A syndrome called "post-operative cognitive decline" has been coined to refer to the commonly reported loss of cognitive abilities, usually in older adults, in the days to weeks after surgery. In fact, some patients time the onset of their Alzheimer's disease symptoms from a surgical procedure. Exactly how the trio of anesthesia, surgery, and dementia interact is clinically inconclusive, yet of great concern to patients, their families and physicians.
A year ago, researchers at the Perelman School of Medicine at the University of Pennsylvania reported that Alzheimer's pathology, as reflected by cerebral spinal fluid biomarkers, might be increased in patients after surgery and anesthesia. However, it is not clear whether the anesthetic drugs or the surgical procedure itself was responsible. To separate these possibilities, the group turned to a mouse model of Alzheimer's disease.
The results, published online this month in the Annals of Surgery, shows that surgery itself, rather than anesthesia, has the more profound impact on a dementia-vulnerable brain.
The team, led by Roderic Eckenhoff, MD, Austin Lamont Professor of Anesthesia, exposed mice with human Alzheimer disease genes, to either anesthesia alone, or anesthesia and an abdominal surgery. The surgery was similar to appendectomy or colectomy, very common procedures in humans. They found that surgery causes a lasting increase in Alzheimer's pathology, primarily through a transient activation of brain inflammation. Also, a significant cognitive impairment persisted for at least 14 weeks after surgery compared to controls receiving anesthesia alone. Neither surgery nor anesthesia produced changes in normal non-transgenic animals.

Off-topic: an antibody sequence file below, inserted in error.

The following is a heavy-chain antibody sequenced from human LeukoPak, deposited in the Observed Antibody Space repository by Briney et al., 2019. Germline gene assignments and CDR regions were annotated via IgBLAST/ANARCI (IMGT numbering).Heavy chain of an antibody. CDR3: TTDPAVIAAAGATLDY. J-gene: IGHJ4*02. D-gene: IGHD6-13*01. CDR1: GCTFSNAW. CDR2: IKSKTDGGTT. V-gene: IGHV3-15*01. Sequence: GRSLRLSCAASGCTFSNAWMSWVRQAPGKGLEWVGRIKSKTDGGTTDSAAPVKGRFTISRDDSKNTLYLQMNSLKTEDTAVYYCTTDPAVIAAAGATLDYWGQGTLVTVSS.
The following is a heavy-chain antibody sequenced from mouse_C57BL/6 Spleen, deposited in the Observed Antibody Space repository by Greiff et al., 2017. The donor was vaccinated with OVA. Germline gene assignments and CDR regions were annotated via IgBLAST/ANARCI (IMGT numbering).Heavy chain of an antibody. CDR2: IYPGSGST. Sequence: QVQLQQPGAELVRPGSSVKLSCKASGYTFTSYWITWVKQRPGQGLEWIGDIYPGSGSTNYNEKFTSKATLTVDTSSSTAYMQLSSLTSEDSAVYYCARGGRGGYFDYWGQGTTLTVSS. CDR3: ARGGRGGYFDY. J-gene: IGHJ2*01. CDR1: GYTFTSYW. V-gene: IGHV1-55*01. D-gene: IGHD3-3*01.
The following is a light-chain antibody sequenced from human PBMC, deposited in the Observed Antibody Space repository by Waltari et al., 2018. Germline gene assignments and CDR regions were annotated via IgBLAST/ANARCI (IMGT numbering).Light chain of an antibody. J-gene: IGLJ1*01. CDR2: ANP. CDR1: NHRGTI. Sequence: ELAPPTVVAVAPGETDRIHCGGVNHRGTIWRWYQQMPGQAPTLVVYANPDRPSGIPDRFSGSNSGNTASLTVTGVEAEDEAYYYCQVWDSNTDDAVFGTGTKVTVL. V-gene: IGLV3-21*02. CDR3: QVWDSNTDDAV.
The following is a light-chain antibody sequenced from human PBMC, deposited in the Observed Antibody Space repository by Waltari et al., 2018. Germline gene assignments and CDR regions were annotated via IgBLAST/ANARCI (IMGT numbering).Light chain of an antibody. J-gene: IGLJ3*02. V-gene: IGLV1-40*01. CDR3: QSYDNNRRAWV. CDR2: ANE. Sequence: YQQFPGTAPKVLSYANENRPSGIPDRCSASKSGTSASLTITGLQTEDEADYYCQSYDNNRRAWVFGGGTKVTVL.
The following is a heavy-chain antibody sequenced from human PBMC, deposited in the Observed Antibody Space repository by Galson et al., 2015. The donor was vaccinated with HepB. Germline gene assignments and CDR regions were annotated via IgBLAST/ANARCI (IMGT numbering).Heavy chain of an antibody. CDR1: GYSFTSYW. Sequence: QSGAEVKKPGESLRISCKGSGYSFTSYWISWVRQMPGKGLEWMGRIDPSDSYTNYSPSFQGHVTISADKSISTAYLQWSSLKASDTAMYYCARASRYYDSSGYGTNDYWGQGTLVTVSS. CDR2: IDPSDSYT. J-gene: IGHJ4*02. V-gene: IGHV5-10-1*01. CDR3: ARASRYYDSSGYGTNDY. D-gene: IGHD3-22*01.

"In the mice, there was a clear and persistent decrement in learning and memory caused by surgery as compared with inhalational anesthesia - but only in the context of a brain made vulnerable by human Alzheimer-associated transgenes," notes Eckenhoff.
He also notes that at the time of surgery, the AD mice showed no outward symptoms of AD, despite having subtle evidence of ongoing neuropathology. "This timeline is analogous to both the age range and cognitive status of many of our patients presenting for a surgical procedure and suggests the window of vulnerability to surgery of the Alzheimer's brain extends into this pre-symptomatic period," says Eckenhoff. This period might be analogous to what is now called prodromal AD.